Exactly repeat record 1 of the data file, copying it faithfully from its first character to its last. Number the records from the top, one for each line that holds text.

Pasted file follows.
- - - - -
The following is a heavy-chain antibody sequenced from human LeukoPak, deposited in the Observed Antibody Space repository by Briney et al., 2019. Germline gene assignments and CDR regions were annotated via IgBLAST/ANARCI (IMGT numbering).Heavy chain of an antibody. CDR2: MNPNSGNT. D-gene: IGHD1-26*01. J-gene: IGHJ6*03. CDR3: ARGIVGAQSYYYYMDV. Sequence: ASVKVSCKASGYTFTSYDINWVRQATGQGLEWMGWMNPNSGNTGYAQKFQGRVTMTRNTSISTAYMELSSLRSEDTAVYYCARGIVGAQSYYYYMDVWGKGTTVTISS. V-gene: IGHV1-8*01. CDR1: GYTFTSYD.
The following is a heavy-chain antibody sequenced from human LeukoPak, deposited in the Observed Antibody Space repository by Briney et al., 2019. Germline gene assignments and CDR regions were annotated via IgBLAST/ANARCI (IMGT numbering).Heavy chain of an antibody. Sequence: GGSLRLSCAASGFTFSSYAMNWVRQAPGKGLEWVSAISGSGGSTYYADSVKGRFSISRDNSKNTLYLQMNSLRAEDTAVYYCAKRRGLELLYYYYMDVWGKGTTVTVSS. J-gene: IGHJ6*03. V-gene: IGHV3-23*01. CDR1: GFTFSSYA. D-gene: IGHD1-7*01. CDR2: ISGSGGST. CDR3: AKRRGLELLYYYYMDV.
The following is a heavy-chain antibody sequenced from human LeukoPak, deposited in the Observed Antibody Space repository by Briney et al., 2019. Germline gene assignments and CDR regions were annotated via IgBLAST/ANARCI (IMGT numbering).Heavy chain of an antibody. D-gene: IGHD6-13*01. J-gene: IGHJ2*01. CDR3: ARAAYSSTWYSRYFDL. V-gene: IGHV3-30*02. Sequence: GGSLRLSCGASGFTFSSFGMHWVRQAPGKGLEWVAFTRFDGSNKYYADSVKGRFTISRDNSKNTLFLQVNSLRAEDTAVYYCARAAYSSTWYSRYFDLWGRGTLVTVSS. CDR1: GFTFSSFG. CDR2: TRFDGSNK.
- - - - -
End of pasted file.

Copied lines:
The following is a heavy-chain antibody sequenced from human LeukoPak, deposited in the Observed Antibody Space repository by Briney et al., 2019. Germline gene assignments and CDR regions were annotated via IgBLAST/ANARCI (IMGT numbering).Heavy chain of an antibody. CDR2: MNPNSGNT. D-gene: IGHD1-26*01. J-gene: IGHJ6*03. CDR3: ARGIVGAQSYYYYMDV. Sequence: ASVKVSCKASGYTFTSYDINWVRQATGQGLEWMGWMNPNSGNTGYAQKFQGRVTMTRNTSISTAYMELSSLRSEDTAVYYCARGIVGAQSYYYYMDVWGKGTTVTISS. V-gene: IGHV1-8*01. CDR1: GYTFTSYD.